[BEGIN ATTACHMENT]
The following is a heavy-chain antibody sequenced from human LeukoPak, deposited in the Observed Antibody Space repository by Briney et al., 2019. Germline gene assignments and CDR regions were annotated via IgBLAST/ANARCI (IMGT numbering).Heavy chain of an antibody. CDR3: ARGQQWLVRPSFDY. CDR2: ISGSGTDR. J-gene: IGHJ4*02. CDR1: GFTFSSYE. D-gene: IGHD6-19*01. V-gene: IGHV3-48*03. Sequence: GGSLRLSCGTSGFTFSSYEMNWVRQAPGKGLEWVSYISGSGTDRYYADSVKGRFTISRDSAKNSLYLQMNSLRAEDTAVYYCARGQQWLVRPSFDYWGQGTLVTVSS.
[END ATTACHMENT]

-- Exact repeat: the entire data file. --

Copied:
The following is a heavy-chain antibody sequenced from human LeukoPak, deposited in the Observed Antibody Space repository by Briney et al., 2019. Germline gene assignments and CDR regions were annotated via IgBLAST/ANARCI (IMGT numbering).Heavy chain of an antibody. CDR3: ARGQQWLVRPSFDY. CDR2: ISGSGTDR. J-gene: IGHJ4*02. CDR1: GFTFSSYE. D-gene: IGHD6-19*01. V-gene: IGHV3-48*03. Sequence: GGSLRLSCGTSGFTFSSYEMNWVRQAPGKGLEWVSYISGSGTDRYYADSVKGRFTISRDSAKNSLYLQMNSLRAEDTAVYYCARGQQWLVRPSFDYWGQGTLVTVSS.